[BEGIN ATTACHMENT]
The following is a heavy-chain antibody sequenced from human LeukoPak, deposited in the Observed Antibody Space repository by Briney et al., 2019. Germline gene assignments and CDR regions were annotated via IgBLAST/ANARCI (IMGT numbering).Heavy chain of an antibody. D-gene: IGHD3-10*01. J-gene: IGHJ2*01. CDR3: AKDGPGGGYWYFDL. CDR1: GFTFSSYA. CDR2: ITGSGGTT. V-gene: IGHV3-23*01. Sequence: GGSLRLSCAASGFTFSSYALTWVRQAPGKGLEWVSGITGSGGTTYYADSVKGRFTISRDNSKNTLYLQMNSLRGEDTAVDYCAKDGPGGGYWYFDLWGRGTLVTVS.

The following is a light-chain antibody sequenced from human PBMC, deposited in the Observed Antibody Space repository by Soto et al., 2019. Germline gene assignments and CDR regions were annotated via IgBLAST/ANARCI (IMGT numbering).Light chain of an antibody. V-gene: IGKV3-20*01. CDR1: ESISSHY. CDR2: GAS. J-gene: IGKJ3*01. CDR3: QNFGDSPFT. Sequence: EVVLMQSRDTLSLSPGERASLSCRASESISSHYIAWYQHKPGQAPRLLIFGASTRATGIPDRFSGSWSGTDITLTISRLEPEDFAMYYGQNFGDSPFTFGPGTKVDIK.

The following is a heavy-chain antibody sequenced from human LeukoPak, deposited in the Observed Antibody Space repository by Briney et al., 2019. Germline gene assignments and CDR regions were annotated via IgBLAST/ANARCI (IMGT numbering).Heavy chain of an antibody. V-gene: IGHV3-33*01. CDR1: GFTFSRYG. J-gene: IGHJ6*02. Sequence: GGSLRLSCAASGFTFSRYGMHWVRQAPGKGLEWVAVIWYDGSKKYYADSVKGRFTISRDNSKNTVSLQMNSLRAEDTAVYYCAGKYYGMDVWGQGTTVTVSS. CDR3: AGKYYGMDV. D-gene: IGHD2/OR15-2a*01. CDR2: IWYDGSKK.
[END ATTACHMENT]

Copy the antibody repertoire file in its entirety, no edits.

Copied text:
The following is a heavy-chain antibody sequenced from human LeukoPak, deposited in the Observed Antibody Space repository by Briney et al., 2019. Germline gene assignments and CDR regions were annotated via IgBLAST/ANARCI (IMGT numbering).Heavy chain of an antibody. D-gene: IGHD3-10*01. J-gene: IGHJ2*01. CDR3: AKDGPGGGYWYFDL. CDR1: GFTFSSYA. CDR2: ITGSGGTT. V-gene: IGHV3-23*01. Sequence: GGSLRLSCAASGFTFSSYALTWVRQAPGKGLEWVSGITGSGGTTYYADSVKGRFTISRDNSKNTLYLQMNSLRGEDTAVDYCAKDGPGGGYWYFDLWGRGTLVTVS.

The following is a light-chain antibody sequenced from human PBMC, deposited in the Observed Antibody Space repository by Soto et al., 2019. Germline gene assignments and CDR regions were annotated via IgBLAST/ANARCI (IMGT numbering).Light chain of an antibody. V-gene: IGKV3-20*01. CDR1: ESISSHY. CDR2: GAS. J-gene: IGKJ3*01. CDR3: QNFGDSPFT. Sequence: EVVLMQSRDTLSLSPGERASLSCRASESISSHYIAWYQHKPGQAPRLLIFGASTRATGIPDRFSGSWSGTDITLTISRLEPEDFAMYYGQNFGDSPFTFGPGTKVDIK.

The following is a heavy-chain antibody sequenced from human LeukoPak, deposited in the Observed Antibody Space repository by Briney et al., 2019. Germline gene assignments and CDR regions were annotated via IgBLAST/ANARCI (IMGT numbering).Heavy chain of an antibody. V-gene: IGHV3-33*01. CDR1: GFTFSRYG. J-gene: IGHJ6*02. Sequence: GGSLRLSCAASGFTFSRYGMHWVRQAPGKGLEWVAVIWYDGSKKYYADSVKGRFTISRDNSKNTVSLQMNSLRAEDTAVYYCAGKYYGMDVWGQGTTVTVSS. CDR3: AGKYYGMDV. D-gene: IGHD2/OR15-2a*01. CDR2: IWYDGSKK.